Jan 17, 2018 | Updated: 09:54 AM EDT

How SeaWorld Is Responding to the Santa Barbara Oil Spill And What They're Doing to Help

May 26, 2015 03:06 PM EDT

Upon request of the Oiled Wildlife Care Network's (OWCN) Unified Command, SeaWorld deployed two members of the Animal Rescue Team early Sunday morning to assist with efforts at the Refugio Beach oil spill off the Santa Barbara coast. At 3:45am today SeaWorld deployed a third member of the Animal Rescue Team. All three have specialized training through the OWCN and experience with oiled wildlife.

Meanwhile oiled animals are being cared for back at SeaWorld in the Oiled Wildlife Care Center (OWCC). Thus far multiple California sea lions and an elephant seal have reached SeaWorld's care facility. Unfortunately one sea lion died in care on Saturday. The surviving animals remain in guarded condition.

A press release from SeaWorld San Diego announced: "It is with great sadness that we report the death of the oiled sea lion affected by the Refugio Beach oil spill that was brought to SeaWorld San Diego for rehabilitative care on May 21."

Initially the team had some optimism for the animal's recovery. It had a high fever when it arrived at the OWCC which was then successfully reduced. However, it was dehydrated, thin, and had more than 50 percent of its body covered in oil. Despite administration of antibiotics, sub-cutaneous fluids, and a nutrient-rich formula, the sea lion did not survive:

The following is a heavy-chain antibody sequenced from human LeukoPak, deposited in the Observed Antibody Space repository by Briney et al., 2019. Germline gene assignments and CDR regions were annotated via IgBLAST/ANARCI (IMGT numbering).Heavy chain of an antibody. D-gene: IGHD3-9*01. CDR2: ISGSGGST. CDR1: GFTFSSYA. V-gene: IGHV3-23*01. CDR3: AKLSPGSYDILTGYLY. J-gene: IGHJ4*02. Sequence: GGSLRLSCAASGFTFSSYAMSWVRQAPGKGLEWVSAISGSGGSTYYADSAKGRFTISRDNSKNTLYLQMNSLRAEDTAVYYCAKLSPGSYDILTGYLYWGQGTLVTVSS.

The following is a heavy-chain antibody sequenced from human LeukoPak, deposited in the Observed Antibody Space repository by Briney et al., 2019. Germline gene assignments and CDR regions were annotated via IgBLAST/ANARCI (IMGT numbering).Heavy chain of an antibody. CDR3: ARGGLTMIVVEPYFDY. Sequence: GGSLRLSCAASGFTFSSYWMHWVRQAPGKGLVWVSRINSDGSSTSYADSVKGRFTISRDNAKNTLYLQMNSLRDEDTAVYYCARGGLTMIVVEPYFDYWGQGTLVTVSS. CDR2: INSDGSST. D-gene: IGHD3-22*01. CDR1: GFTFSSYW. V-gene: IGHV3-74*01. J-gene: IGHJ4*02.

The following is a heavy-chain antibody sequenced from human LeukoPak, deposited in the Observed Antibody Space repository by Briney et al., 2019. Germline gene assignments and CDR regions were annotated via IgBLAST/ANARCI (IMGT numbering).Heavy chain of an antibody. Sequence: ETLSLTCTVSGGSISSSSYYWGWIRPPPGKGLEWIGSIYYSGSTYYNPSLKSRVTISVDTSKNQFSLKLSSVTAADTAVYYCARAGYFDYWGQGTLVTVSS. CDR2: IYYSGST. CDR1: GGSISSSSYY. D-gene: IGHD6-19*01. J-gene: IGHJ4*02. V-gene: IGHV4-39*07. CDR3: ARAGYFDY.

"The animal arrived in critical condition. The Rescue Team administered hydration to the male sea lion, took a blood sample and had washed the oil off. Unfortunately, it passed away in the early hours of this morning (Saturday, May 23). A necropsy will be performed to try to determine the cause of death."

The Santa Barbara spill began on Tuesday. The onshore pipeline belonging to oil company Plains All American of Texas burst, gushing around 105,000 gallons of crude oil into a storm drain. From there the oil devastated an undeveloped stretch of coastline near Santa Barbara-and about 20 percent of it invaded open water.

Since that time, rescue teams have been desperately working to save oiled sea life, but it's an uphill battle. Many died before they could be reached, washing ashore dead.

By Friday the oil slick covered 8.7 miles of coastline and 9.5 square miles of ocean, between Refugio State Beach and Arroyo Hondo Beach. Gizmodo reports that workers have been able to skim approximately ten thousand gallons of oily water off the surface of the ocean, and remove about 800 cubic yards of contaminated soil and 91 cubic yards of oily solids from the beach.

The region around Santa Barbara and its offshore islands is critical to local ecological diversity. Known as the Santa Barbara Channel, the area provides a migratory route for humpback and blue whales, and many birds. The channel is also home to many different species including dolphins, porpoises, sea lions, and seals. The nearby under water kelp forests also support many species of fish and benthic invertebrates.

Sadly, it's not just the immediate aftermath of oiled animals dying from toxic exposure that should concern us; oil spills like this can have a devastating longterm effect. Tides gradually disperse the oil far and wide. Once they do, oil can disrupt communities of microorganisms which form the basis of marine food chains. As oil hangs in the water, there is less light for species like coral and kelp that rely upon photosynthesis. And the coming warm weather will probably cause oil to sink all the way to the sea floor, becoming a toxic permanent fixture in reefs and layers of sediment.

SeaWorld has a team of about 100 trained personnel who are available to assist with oil spills like this one. The team will remain standing by and respond as needed.

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